W.H. Cobb had suspected his wife of adultery. He left home one night and hoped to sneak back and catch his wife in an act of infidelity. Amanda Cobb shot her husband when she saw a silhouette in the window.

“He never got to see my play,” Ty Cobb always said.

One of the greatest players ever—maybe the greatest ever—competed with a sense of fury in large part because of what happened on that humid August night in 1905.

This is a summary of the life of Ty Cobb.

  • “A ball bat is wondrous weapon.” – Ty Cobb
  • Cobb batted .240 (150 at-bats) in his rookie season of 1905. He hit at least .316 in every season after that.
  • The Georgia Peach won 12 batting titles over his 24-year career (1905-23). He topped the A.L. in hitting every year from 1907-15 and from 1917-19.
  • Cobb took home the Triple Crown in 1909. He led the league with nine homers, 107 RBI and a .377 batting average.
  • In 11 seasons, Cobb drove in at least 90 runs without reaching double digits in homers. His single-season high mark in home runs was 12 (1921 and 1925).
  • Cobb always played the game hard. He famously cut the arm of Philadelphia A’s third baseman Frank “Home Run” Baker after sliding on a close play. Death threats from riled-up A’s fans followed.
  • “The great American game should be an unrelenting war of nerves.” – Ty Cobb.
  • “He lived on the field as though it was hit last day.” – Branch Rickey
  • Cobb committed several violent assaults. He held some detestable racial views, especially early in his career. Once, he went into a rage when a black groundskeeper tried to shake his hand. Later, his racial views reportedly mellowed. He called Willie Mays “the only player I’d pay to see.”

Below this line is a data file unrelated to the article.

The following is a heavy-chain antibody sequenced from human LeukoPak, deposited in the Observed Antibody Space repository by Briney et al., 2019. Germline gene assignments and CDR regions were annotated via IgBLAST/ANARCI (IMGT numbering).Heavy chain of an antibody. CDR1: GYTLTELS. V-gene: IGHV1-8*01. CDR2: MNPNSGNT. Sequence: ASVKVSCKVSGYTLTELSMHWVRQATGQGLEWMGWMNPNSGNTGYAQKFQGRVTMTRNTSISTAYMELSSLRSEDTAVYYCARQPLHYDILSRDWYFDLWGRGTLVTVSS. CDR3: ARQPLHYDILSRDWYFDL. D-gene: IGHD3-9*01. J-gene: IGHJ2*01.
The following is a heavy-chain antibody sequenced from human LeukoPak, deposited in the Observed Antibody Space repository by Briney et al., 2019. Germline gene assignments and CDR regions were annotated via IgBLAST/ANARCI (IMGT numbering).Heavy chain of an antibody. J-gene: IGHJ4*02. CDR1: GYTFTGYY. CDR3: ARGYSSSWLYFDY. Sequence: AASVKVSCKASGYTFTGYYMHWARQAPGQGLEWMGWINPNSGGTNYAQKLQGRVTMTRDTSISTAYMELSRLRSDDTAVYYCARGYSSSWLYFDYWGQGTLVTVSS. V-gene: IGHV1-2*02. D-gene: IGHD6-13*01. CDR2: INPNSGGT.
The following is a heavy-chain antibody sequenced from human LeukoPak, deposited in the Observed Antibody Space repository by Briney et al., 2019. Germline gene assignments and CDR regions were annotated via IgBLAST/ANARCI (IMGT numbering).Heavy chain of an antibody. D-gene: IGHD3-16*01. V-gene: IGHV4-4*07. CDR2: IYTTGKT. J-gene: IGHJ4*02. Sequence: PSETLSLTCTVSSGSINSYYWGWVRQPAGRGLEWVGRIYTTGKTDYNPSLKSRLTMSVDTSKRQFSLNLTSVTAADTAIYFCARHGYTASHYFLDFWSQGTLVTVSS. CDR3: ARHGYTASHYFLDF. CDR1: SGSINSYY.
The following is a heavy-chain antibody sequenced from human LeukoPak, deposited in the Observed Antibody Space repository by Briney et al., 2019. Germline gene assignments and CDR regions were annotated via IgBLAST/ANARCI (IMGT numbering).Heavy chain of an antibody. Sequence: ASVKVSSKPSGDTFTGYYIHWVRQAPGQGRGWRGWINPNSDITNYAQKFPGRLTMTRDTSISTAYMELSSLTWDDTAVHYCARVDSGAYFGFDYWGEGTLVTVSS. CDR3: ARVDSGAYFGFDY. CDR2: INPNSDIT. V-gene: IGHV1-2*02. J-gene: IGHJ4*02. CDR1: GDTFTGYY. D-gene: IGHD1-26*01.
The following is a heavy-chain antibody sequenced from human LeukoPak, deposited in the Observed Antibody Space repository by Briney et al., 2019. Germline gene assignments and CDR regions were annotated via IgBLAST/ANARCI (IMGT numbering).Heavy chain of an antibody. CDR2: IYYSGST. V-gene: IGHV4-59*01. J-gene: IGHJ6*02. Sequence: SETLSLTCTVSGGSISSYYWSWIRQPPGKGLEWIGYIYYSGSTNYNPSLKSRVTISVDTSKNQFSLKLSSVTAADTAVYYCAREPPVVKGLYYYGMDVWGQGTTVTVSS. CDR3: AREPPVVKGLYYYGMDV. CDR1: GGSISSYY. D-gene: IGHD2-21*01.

• Cobb put together his lone MVP season in 1911. That year, he led all A.L. players in runs scored (147), hits (248), doubles (47), triples (24), RBI (127), batting average (.420), slugging percentage (.621), OPS (1.088), OPS+ (196) and total baes (367). He finished second in homers (eight) and on-base percentage (.467).
  • “I never saw anyone like Ty Cobb. No one even close to him. He was the greatest all-time ballplayer.” – Casey Stengel
  • Cobb’s regular-season heroics did not extend into the post-season. He hit .200 (4-for-20) in the 1907 Series, .368 in 1908 (7-for-19) but just one extra-base hit, and .231 (6-for-26) in 1909. The Tigers lost all three Series.
  • Cobb served as player-manager for Detroit from 1921-26. His squads compiled a 479-444 (.519) mark and finished as high as second place (83-71-1) in 1923.
  • When he retired, Cobb held the major league records for games played (3,035), at-bats (11,434), runs scored (2,246), hits (4,189), total bases (5,854) and batting average (.366). He held the 20th century mark for most career stolen bases (892).
  • All told, Cobb led the league in OPS 10 times, hits and slugging percentage eight times, on-base percentage seven times and stolen bases six times.
  • Cobb left baseball a wealthy man. He owned thousands of shares of Coca-Cola, along with three bottling plants. He helped build the Cobb Memorial Hospital in Royston, Ga., (now part of the Ty Cobb Regional Medical Center) and the Cobb Educational Fund for needy college-bound students.
  • In 1936, Cobb received more votes than any other player on the Baseball Hall of Fame’s inaugural ballot. Writers gave him 222 of 226 possible votes (98.2 percent).
  • “You’ve got to remember, I’m 73.” – Ty Cobb later in life, explaining why he might hit just .300 against the day’s pitchers.
  • Cobb died July 17, 1961, at the age of 74. He is buried in Rose Hill Cemetery in Royston, Ga.